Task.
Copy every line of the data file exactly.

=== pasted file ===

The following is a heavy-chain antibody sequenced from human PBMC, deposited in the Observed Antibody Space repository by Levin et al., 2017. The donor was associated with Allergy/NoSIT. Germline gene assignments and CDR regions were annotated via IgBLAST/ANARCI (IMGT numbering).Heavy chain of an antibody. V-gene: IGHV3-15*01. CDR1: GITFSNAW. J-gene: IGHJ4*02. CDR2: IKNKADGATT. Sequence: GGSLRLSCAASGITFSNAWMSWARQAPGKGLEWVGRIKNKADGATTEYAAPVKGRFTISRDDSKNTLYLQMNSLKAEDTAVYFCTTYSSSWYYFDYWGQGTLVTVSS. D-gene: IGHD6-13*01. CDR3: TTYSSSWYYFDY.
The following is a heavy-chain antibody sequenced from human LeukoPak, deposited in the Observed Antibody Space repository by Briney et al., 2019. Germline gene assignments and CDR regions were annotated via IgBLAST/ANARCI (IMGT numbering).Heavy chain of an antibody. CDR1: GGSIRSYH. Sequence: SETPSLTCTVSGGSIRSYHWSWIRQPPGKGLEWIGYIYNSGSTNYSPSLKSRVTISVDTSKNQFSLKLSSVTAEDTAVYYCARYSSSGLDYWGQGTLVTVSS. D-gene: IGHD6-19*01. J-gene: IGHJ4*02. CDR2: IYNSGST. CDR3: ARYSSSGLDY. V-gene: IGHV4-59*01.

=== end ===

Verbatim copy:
The following is a heavy-chain antibody sequenced from human PBMC, deposited in the Observed Antibody Space repository by Levin et al., 2017. The donor was associated with Allergy/NoSIT. Germline gene assignments and CDR regions were annotated via IgBLAST/ANARCI (IMGT numbering).Heavy chain of an antibody. V-gene: IGHV3-15*01. CDR1: GITFSNAW. J-gene: IGHJ4*02. CDR2: IKNKADGATT. Sequence: GGSLRLSCAASGITFSNAWMSWARQAPGKGLEWVGRIKNKADGATTEYAAPVKGRFTISRDDSKNTLYLQMNSLKAEDTAVYFCTTYSSSWYYFDYWGQGTLVTVSS. D-gene: IGHD6-13*01. CDR3: TTYSSSWYYFDY.
The following is a heavy-chain antibody sequenced from human LeukoPak, deposited in the Observed Antibody Space repository by Briney et al., 2019. Germline gene assignments and CDR regions were annotated via IgBLAST/ANARCI (IMGT numbering).Heavy chain of an antibody. CDR1: GGSIRSYH. Sequence: SETPSLTCTVSGGSIRSYHWSWIRQPPGKGLEWIGYIYNSGSTNYSPSLKSRVTISVDTSKNQFSLKLSSVTAEDTAVYYCARYSSSGLDYWGQGTLVTVSS. D-gene: IGHD6-19*01. J-gene: IGHJ4*02. CDR2: IYNSGST. CDR3: ARYSSSGLDY. V-gene: IGHV4-59*01.